Reed stands are capable of producing large quantities of organic matter, much of which may accumulate in situ as litter and ultimately peat beneath the stand (Windham 2001). Reed stands may also cause increased deposition of organic and mineral suspended solids from waters flowing through the stand (Rooth and Stevenson 2000). Substrate elevation may thus increase relatively rapidly beneath reed stands, resulting in reduced depth and duration of flooding by tides or runoff (Berger 1992 referred to this process in the Meadowlands without documentation). Increasing elevation may eventually result in “terrestrialization” of reed stands, that is, a shift from wetland to non-wetland (this process has not been rigorously documented in North America as far as we know). In theory, a marsh surface should reach an equilibrium of deposition of organic and mineral matter vs. decomposition and erosion; however, this dynamic has not been studied in the Meadowlands and is presumably subject to human alterations of the hydrological, sedimentary, and fire regimes, as well as the potentially different time scales of different processes. Decreased flooding is believed to result in less export of marsh plant detritus to estuarine waters, thus shifting organic matter and food web interactions from the open water estuarine system to the marsh soils. In East Coast tidal marshes, however, patterns of exchange of organic matter between tidal marshes and estuarine waters are highly variable (J. Ehrenfeld, personal communication to EK and KM, 2001), and it is unclear what patterns would be normal in the Meadowlands. Presumably export of detritus occurs even now during severe flooding from storms, and the relative importance of this process needs study in the Meadowlands.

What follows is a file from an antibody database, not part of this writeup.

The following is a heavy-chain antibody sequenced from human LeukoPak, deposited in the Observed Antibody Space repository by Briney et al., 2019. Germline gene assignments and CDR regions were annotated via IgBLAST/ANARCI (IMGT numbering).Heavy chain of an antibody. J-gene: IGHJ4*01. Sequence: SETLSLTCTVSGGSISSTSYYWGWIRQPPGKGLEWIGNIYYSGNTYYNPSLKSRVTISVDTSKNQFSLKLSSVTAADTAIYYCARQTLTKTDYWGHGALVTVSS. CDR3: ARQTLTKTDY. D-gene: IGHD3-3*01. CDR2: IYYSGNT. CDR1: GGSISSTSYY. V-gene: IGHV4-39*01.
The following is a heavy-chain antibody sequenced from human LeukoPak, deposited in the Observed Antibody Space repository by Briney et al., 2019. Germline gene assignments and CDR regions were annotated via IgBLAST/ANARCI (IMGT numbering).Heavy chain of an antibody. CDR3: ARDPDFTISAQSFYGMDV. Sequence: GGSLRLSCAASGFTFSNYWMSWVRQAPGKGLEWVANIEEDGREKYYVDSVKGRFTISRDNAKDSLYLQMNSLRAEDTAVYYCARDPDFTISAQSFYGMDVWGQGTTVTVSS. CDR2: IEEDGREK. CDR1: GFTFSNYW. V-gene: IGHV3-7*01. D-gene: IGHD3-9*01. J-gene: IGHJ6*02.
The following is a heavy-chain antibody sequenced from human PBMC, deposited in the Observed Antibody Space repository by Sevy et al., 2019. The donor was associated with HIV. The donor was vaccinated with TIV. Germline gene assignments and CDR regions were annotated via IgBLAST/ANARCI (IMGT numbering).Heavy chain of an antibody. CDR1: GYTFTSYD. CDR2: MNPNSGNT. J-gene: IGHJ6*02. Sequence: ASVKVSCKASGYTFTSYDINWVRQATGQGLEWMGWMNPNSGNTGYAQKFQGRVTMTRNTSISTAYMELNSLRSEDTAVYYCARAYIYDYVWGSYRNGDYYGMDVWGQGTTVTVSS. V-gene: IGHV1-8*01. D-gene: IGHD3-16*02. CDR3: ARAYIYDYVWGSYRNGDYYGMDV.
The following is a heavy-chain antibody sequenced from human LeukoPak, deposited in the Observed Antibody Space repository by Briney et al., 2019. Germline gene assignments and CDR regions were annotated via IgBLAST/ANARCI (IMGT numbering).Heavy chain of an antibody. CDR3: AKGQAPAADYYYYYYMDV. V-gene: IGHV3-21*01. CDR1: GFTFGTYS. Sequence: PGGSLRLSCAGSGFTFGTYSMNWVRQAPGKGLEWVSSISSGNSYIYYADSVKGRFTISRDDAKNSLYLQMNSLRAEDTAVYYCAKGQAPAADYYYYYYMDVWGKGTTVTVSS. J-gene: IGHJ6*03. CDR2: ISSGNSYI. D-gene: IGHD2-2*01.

Living and dead organic matter of reeds supports food webs in the reed stands. Components of these food webs include terrestrial and aquatic organisms that feed on living reed (e.g. mealy plum aphid [Hyalopterus pruni], reed scale [Chaetococcus phragmitis], broadwing skipper [Poanes viator], muskrat) and dead reed material (e.g. fungi, terrestrial sowbug, chironomid midges, other invertebrates), as well as animals eating the primary consumers and each other (presumably ladybugs, fiddler crabs, grass shrimp [Palaemonetes], mummichog (Fundulus heteroclitus) and other marsh fishes, northern harrier, many marsh and water birds, etc.). Limited research indicates that reed detritus is as good or better than saltmarsh cordgrass detritus as food for major detritus-feeding tidal marsh animals (fiddler crab, grass shrimp, and mummichog), and that these animals do not consistently select one plant community over the other in laboratory experiments (Weis 2000, Weis and Weis 2000).